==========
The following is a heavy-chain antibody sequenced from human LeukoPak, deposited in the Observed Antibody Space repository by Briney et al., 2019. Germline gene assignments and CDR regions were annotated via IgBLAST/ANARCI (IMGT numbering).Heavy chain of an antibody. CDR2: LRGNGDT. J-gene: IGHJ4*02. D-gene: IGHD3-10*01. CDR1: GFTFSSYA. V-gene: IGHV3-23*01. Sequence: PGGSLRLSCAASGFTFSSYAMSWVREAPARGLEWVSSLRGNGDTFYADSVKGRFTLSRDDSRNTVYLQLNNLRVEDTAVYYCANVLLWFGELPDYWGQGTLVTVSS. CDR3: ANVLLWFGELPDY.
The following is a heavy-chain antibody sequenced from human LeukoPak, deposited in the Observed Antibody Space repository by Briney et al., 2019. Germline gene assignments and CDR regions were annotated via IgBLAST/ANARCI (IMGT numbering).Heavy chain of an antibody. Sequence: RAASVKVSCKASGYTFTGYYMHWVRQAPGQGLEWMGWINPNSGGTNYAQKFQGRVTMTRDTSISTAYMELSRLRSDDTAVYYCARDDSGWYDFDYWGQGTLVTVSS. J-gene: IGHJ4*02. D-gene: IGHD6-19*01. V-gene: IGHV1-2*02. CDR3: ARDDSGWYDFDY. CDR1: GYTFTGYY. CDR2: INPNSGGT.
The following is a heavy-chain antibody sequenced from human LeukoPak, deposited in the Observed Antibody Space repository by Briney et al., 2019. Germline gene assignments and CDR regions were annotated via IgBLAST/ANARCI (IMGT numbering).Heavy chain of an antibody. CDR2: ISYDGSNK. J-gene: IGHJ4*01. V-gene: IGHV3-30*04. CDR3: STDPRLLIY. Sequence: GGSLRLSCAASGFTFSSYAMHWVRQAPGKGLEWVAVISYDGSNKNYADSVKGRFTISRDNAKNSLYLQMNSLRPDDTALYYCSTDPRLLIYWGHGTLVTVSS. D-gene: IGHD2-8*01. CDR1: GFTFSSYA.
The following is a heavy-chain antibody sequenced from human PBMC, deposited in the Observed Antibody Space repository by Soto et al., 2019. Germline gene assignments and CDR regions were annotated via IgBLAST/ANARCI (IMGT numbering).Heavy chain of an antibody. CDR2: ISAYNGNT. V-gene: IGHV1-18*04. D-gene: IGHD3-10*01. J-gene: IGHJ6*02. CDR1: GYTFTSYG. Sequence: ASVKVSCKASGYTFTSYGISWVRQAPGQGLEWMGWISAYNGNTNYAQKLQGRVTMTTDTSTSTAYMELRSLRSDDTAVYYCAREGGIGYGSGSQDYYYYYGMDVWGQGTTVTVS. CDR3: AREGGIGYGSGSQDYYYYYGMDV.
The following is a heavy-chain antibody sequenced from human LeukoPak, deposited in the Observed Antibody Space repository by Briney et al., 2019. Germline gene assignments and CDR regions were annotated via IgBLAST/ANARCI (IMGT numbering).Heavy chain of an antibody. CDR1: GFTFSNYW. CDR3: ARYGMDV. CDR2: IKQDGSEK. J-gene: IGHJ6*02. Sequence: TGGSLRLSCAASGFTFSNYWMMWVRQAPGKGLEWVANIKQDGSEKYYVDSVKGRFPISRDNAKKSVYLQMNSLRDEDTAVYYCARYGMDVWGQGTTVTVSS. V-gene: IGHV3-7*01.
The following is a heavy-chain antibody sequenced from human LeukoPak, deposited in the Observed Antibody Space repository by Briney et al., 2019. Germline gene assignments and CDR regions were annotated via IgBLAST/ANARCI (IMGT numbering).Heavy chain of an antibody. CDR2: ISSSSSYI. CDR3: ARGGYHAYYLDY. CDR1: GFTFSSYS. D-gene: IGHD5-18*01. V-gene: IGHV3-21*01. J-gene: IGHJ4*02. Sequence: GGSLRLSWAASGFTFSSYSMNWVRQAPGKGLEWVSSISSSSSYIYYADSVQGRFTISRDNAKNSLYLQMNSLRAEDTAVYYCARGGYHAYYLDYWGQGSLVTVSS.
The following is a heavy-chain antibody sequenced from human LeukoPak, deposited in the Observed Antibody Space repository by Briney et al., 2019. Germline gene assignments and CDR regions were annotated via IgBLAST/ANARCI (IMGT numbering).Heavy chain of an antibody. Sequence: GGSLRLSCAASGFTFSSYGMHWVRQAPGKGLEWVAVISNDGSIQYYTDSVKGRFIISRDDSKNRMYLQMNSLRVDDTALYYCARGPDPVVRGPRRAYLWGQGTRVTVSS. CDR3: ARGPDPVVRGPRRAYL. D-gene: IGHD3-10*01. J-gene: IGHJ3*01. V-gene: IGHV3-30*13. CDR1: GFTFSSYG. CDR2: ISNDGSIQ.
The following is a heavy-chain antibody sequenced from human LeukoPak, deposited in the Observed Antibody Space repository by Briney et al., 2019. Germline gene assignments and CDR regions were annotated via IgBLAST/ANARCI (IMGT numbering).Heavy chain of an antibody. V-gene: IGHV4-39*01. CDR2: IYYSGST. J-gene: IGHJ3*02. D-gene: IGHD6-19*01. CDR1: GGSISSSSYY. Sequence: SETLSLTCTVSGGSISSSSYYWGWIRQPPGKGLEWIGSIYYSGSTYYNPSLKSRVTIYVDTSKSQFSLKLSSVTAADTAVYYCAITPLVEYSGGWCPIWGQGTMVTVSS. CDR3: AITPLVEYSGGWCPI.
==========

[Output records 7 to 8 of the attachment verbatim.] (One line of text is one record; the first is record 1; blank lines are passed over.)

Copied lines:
The following is a heavy-chain antibody sequenced from human LeukoPak, deposited in the Observed Antibody Space repository by Briney et al., 2019. Germline gene assignments and CDR regions were annotated via IgBLAST/ANARCI (IMGT numbering).Heavy chain of an antibody. Sequence: GGSLRLSCAASGFTFSSYGMHWVRQAPGKGLEWVAVISNDGSIQYYTDSVKGRFIISRDDSKNRMYLQMNSLRVDDTALYYCARGPDPVVRGPRRAYLWGQGTRVTVSS. CDR3: ARGPDPVVRGPRRAYL. D-gene: IGHD3-10*01. J-gene: IGHJ3*01. V-gene: IGHV3-30*13. CDR1: GFTFSSYG. CDR2: ISNDGSIQ.
The following is a heavy-chain antibody sequenced from human LeukoPak, deposited in the Observed Antibody Space repository by Briney et al., 2019. Germline gene assignments and CDR regions were annotated via IgBLAST/ANARCI (IMGT numbering).Heavy chain of an antibody. V-gene: IGHV4-39*01. CDR2: IYYSGST. J-gene: IGHJ3*02. D-gene: IGHD6-19*01. CDR1: GGSISSSSYY. Sequence: SETLSLTCTVSGGSISSSSYYWGWIRQPPGKGLEWIGSIYYSGSTYYNPSLKSRVTIYVDTSKSQFSLKLSSVTAADTAVYYCAITPLVEYSGGWCPIWGQGTMVTVSS. CDR3: AITPLVEYSGGWCPI.